As mentioned above, St. John was a copious writer.  His first work, Three Apologies Against Those Who Attack the Divine Images, is most likely the most important work on the theology of icons, and it was highly influential for the Second Council of Nicea.  A discussion of some of his arguments, along with those of St. Theodore the Studite, can be found in an earlier post of mine.  Below is a fantastic quote on our "salvation through matter" from the first Apology:

"I do not worship matter; I worship the Creator of matter Who became matter for my sake, Who willed to take His abode in matter; Who worked out my salvation through matter.  Never will I cease honoring the matter which wrought my salvation!  I honor it, but not as God...God's Body is God because It is joined to His Person by a union which shall never pass away" (1.16).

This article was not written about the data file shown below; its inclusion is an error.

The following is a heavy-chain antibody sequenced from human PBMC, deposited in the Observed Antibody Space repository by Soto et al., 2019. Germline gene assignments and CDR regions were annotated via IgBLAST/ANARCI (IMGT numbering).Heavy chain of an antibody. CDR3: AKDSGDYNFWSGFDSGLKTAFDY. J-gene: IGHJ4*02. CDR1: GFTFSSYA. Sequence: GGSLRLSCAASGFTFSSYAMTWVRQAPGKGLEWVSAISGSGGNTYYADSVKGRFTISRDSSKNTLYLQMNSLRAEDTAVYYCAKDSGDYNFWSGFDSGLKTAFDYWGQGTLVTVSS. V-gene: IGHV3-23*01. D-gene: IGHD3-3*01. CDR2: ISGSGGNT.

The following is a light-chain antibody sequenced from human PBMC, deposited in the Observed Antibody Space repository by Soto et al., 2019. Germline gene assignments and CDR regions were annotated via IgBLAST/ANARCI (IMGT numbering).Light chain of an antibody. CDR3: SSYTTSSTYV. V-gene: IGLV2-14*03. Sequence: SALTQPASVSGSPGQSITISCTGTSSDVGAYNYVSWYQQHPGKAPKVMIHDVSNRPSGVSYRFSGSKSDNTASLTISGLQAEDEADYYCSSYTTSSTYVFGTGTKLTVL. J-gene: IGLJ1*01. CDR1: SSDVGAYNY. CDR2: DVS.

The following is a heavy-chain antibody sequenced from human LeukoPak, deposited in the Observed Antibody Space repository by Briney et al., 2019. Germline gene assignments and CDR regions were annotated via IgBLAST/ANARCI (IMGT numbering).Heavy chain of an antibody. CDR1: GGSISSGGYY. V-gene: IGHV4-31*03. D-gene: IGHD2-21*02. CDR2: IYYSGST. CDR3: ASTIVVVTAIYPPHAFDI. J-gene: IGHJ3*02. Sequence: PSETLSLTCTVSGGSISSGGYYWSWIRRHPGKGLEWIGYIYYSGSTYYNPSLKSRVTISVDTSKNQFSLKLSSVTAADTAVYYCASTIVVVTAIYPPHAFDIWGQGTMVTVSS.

Another major work of St. John's was The Fountain of Wisdom (Fountain of Knowledge), a work divided into three parts: Philosophical Chapters, Concerning Heresy (which includes one of the first Christian polemic writings against Islam, and the first from a member of the Byzantine Church), and An Exact Exposition of the Orthodox Faith (De fide orthodoxa) (the first work of Scholasticism in the Eastern Church).  The last section of this work, a summary of the dogmatic writings of the Fathers, is quoted and referenced frequently by St. Thomas Aquinas in his Summa Theologica.